• Robin,

      In speaking with Dr. Salter he explained advisors are attracted to the Saver because of the lower costs and the fact the client is only paying FHA insurance (except small upfront charge) on the money borrowed. The HECM Saver line of credit is borrowed from and then repaid in the future as the portfolio rebalances to avoid selling depreciated (down stocks) assets. They are not so much looking for maximum proceeds (like traditional borrowers) but lower ’employment cost’ of the money borrowed.

      • Shannon,

        Many originators are asking the very same questions Ms. Faison asks. While they are very experienced at helping the financially desperate, their career has exposed them far less to the slightly more affluent.

        What Ms. Faison is not looking at is an actual dead asset called cash. Dr. Salter makes it clear that up 2 years of needed cash has traditionally been held in a bucket. For some seniors that is $240,000 to $500,000 in cash lying around earning very, very little. This type of retiree generally does not need the cash from these reserves for very long, just long enough to find the opportune time to sell assets acquired to hold for a long period. So a slightly higher interest rate is not a concern since the retiree really does not know if the Standby HECM LOC will even be accessed as long the Saver is active. If it will be accessed, the borrowings are expected to be so short that the biggest cost barrier becomes known costs not the ongoing costs of borrowing.

        So say the Saver provides $250,000 to a retiree and the costs are $1,600 (MetLife model). Thus the retiree feels comfortable taking $250,000 of cash held in reserve and investing it in a reasonably safe investment returning 2% after tax. In one year, the retiree who invested $1,600 in upfront accrued but unpaid costs has earned $5,000, more than offsetting the initial cost plus accrued ongoing mortgage costs on the $1,600 of say $70 (i.e., costs of $1,670 for that one year). Since there are no other costs to the Saver itself except ongoing mortgage costs and with a balance due of say $1,670 in financed upfront costs and accrued interest and MIP, the net earnings for the next fiscal year will be about $5,100 (compounding at 2%) and the ongoing mortgage costs will be about $75. Had the senior kept the cash in a FDIC insured account, earnings before tax might have been $5,100 and only $3,000 after both federal and state income taxes.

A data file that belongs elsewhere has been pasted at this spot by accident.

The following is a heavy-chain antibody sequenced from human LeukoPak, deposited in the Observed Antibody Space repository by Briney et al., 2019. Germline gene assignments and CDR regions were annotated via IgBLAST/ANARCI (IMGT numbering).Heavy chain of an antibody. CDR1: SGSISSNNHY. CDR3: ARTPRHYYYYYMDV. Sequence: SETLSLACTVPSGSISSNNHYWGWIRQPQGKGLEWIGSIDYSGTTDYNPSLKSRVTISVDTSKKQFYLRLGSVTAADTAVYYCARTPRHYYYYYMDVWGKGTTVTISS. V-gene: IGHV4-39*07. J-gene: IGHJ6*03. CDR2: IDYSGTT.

So by using the Standby HECM strategy the senior saw increased cash flow of $7,100 over the two year period at an accrued cost of just $1,745. Of course where the money is invested changes the dynamics of this example as would any origination fee.